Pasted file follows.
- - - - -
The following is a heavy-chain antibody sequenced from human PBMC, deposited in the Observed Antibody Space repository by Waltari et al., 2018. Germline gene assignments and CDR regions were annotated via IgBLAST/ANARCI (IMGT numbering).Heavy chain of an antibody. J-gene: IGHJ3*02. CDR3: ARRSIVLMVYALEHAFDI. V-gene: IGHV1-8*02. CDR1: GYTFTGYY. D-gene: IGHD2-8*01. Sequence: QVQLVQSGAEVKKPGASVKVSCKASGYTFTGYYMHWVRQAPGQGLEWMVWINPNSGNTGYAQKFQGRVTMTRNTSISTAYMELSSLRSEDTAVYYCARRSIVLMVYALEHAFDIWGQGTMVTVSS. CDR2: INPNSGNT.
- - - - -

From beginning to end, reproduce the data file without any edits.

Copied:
The following is a heavy-chain antibody sequenced from human PBMC, deposited in the Observed Antibody Space repository by Waltari et al., 2018. Germline gene assignments and CDR regions were annotated via IgBLAST/ANARCI (IMGT numbering).Heavy chain of an antibody. J-gene: IGHJ3*02. CDR3: ARRSIVLMVYALEHAFDI. V-gene: IGHV1-8*02. CDR1: GYTFTGYY. D-gene: IGHD2-8*01. Sequence: QVQLVQSGAEVKKPGASVKVSCKASGYTFTGYYMHWVRQAPGQGLEWMVWINPNSGNTGYAQKFQGRVTMTRNTSISTAYMELSSLRSEDTAVYYCARRSIVLMVYALEHAFDIWGQGTMVTVSS. CDR2: INPNSGNT.